THE HIGH COURT OF LESOTHO
In the matter of :
VRYSTAAT FOKUS (PTY) LTD Plaintiff
VE. LEOMA Defendant
Delivered by the Hon. Mr. Justice M.L.Lehohla on the 2nd
day of February,1990.
In this trial the plaintif instituted an action against
the defendant wherein the plaintiff claims:-
Payment in the sum of M13750.00 in respectof
damages to vehicle OB 101658 as a resultof a motor collision on
22nd February 1984near Bethlehem in the Republic of
Interest on the abovementioned amount at therate of
11% per annum reckoned from date ofjudgment to date of payment;
Costs of suit;
Further and/or alternative relief.
The defendant entered his notice of appearance to defend
In its declaration the plaintiff set out that the
collision between the motor vehicles 0D 101650 and C 3046
on 22nd February, 1984 on
the Bethlehem - Kestell Road in the Republic of South
It further avers that the vehicle bearing registration
letter and numbers C - 3846 was at all relevant times driven by
S. Macheli acting as a servant of and within the course and scope
of his employment by the defendant in the instant case.
The plaintiff was the Hire Purchaser of the vehicle OB
101658. It is contended by the plaintiff that the collision was
by the negligence of Macheli acting in the capacity
referred to above.
Because of the extent of the damage allegedly done to
the vehicle OB 101658 the plaintiff maintains it would not be
repair this vehicle.
The reduction in market value of this vehicle is
presented by the plaintiff as M11075.89. An additional sum of M75.89
by the plaintiff as fees incurred in travelling making a
composite sum of M11,151.78 claimed against the defendant. The
later claimed under an altered head, namely "towing"
instead of "travelling" fees. See para 11 of the further
Because of the amendment on page 2 of the plaintiff's
declaration it appears that the original sum of M13750.00 reflected
the summons and the original page 2 of the declaration was
partly abandoned. Indeed the
plaintiff's formal intent to substitute M11075.89 for
M13750.00 was effected in terms of paragraph 11 of
particulars furnished by the plaintiff dated 17th
According to the plaintiff's papers the collision
occurred approximately seventeen kilometres from Bethlehem; at
minutes to three o'clock p.m.
The plaintiff refused to supply any particulars as to
the direction the vehicles involved in the collision were travelling
the collision occurred. The reason supplied was that the
defendant was not entitled to any such particulars- I think he was.
The plaintiff refused on papers to furnish particulars
requested by the defendant in connection with the points of impact in
of the respective vehicles. The reason supplied was that
the defendant was not entitled to any such particulars. I think he
One F. Sharp was the driver of OB 101658 at the material
In the absence of palpable reasons for refusing to
supply further particulars requested regarding the nature of
with the defendant and the duty he was engaged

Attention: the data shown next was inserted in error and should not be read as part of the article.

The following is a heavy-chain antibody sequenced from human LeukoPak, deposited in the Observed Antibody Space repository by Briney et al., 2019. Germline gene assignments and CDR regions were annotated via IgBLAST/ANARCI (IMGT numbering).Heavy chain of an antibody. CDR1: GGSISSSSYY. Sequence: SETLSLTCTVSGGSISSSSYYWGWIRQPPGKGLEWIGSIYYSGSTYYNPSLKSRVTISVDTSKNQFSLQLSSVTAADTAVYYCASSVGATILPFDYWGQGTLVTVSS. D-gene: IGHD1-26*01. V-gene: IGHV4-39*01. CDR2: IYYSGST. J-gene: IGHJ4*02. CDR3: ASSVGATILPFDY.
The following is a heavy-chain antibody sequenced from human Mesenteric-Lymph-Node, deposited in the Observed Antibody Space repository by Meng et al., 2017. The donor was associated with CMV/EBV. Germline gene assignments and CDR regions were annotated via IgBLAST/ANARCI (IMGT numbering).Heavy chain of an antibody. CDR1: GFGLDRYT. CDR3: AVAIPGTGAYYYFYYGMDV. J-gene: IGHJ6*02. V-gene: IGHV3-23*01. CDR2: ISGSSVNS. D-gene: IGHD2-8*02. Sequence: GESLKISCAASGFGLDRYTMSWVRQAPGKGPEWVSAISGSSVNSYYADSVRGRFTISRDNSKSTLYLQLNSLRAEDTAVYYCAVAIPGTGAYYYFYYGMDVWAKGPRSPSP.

in on the defendant's behalf at the relevant time, in place of the
stock reply that
the defendant was not entitled to these particulars,
I think that because there were as good reasons for refusing to
as for furnishing them, the matter ought to be resolved
in favour of the defendant.
The plaintiff in an effort to prove the defendant's
negligence indicated that Macheli drove without due care. Further
that he drove
on the incorrect side of the road; and too fast in
the circumstances. Macheli's negligence was attributed to failure to
brakes timeously or at all. He is said to have also failed
to advise F. Sharp of his intention to turn across the latter's line
of travel. Further that he failed to keep the vehicle which he was
driving under proper control and that in any event he failed
the collision when by the exercise of reasonable care he could have
It appears that the plaintiff's vehicle OB 101658 is a
1980 Mercedes Benz 250A model whose odometer read 143537 kilometres
time of the collision. Its pre-collision value as amended is
rendered as M11075.39
while its post-collision value is M2750.00.
The plaintiff in its papers seems not to have addressed
itself to the request to state how the amount claimed as the
value of the vehicle in question was arrived at. It is
said however that to repair the plaintiff's vehicle it would cost a
money in excess of the amount claimed.
Although it would have been productive to be informed
how the amount claimed was arrived at it appears that in the light of
answer that repairs would be more costly than the
amount claimed, the request to furnish the particular couched in the
it would be uneconomical to repair plaintiff's vehicle
was rightly refused.
The court was favoured with annexure A in an effort to
show the details of the damage to the plaintiff's vehicle. There was
handed in marked "B" a letter of demand dated 30th
In his plea the defendant denied that Macheli was
negligent in any of the respects that the plaintiff alleged. It
stood to reason
therefore that the plaintiff had to substantiate its
The defendant further denied any liability to the
plaintiff and accordingly prayed that the plaintiff's claim be